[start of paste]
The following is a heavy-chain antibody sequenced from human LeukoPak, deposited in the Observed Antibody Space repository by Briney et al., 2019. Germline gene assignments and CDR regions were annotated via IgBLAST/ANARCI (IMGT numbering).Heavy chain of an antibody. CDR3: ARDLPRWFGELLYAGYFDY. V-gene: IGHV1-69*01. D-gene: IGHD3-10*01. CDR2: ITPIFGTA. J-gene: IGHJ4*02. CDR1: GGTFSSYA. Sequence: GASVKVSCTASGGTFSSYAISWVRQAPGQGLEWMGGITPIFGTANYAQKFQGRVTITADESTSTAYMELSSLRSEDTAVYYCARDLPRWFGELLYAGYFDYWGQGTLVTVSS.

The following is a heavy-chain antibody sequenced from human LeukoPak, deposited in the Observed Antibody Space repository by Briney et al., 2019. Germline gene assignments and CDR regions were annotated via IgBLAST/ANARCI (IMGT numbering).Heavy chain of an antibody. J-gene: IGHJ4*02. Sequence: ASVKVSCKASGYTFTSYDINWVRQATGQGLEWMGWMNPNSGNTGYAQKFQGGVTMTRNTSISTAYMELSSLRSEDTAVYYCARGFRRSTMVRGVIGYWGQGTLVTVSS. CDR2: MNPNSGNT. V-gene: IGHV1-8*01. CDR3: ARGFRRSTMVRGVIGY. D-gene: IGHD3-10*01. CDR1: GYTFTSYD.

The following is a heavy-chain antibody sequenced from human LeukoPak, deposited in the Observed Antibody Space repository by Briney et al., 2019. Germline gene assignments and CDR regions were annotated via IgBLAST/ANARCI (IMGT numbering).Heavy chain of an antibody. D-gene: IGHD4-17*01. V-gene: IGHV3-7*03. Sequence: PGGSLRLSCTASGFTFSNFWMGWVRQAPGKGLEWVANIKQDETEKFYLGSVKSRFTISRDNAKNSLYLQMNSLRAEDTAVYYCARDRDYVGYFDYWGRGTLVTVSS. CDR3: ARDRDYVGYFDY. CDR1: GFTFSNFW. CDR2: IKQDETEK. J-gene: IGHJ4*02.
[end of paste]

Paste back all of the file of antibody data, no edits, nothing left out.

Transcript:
The following is a heavy-chain antibody sequenced from human LeukoPak, deposited in the Observed Antibody Space repository by Briney et al., 2019. Germline gene assignments and CDR regions were annotated via IgBLAST/ANARCI (IMGT numbering).Heavy chain of an antibody. CDR3: ARDLPRWFGELLYAGYFDY. V-gene: IGHV1-69*01. D-gene: IGHD3-10*01. CDR2: ITPIFGTA. J-gene: IGHJ4*02. CDR1: GGTFSSYA. Sequence: GASVKVSCTASGGTFSSYAISWVRQAPGQGLEWMGGITPIFGTANYAQKFQGRVTITADESTSTAYMELSSLRSEDTAVYYCARDLPRWFGELLYAGYFDYWGQGTLVTVSS.

The following is a heavy-chain antibody sequenced from human LeukoPak, deposited in the Observed Antibody Space repository by Briney et al., 2019. Germline gene assignments and CDR regions were annotated via IgBLAST/ANARCI (IMGT numbering).Heavy chain of an antibody. J-gene: IGHJ4*02. Sequence: ASVKVSCKASGYTFTSYDINWVRQATGQGLEWMGWMNPNSGNTGYAQKFQGGVTMTRNTSISTAYMELSSLRSEDTAVYYCARGFRRSTMVRGVIGYWGQGTLVTVSS. CDR2: MNPNSGNT. V-gene: IGHV1-8*01. CDR3: ARGFRRSTMVRGVIGY. D-gene: IGHD3-10*01. CDR1: GYTFTSYD.

The following is a heavy-chain antibody sequenced from human LeukoPak, deposited in the Observed Antibody Space repository by Briney et al., 2019. Germline gene assignments and CDR regions were annotated via IgBLAST/ANARCI (IMGT numbering).Heavy chain of an antibody. D-gene: IGHD4-17*01. V-gene: IGHV3-7*03. Sequence: PGGSLRLSCTASGFTFSNFWMGWVRQAPGKGLEWVANIKQDETEKFYLGSVKSRFTISRDNAKNSLYLQMNSLRAEDTAVYYCARDRDYVGYFDYWGRGTLVTVSS. CDR3: ARDRDYVGYFDY. CDR1: GFTFSNFW. CDR2: IKQDETEK. J-gene: IGHJ4*02.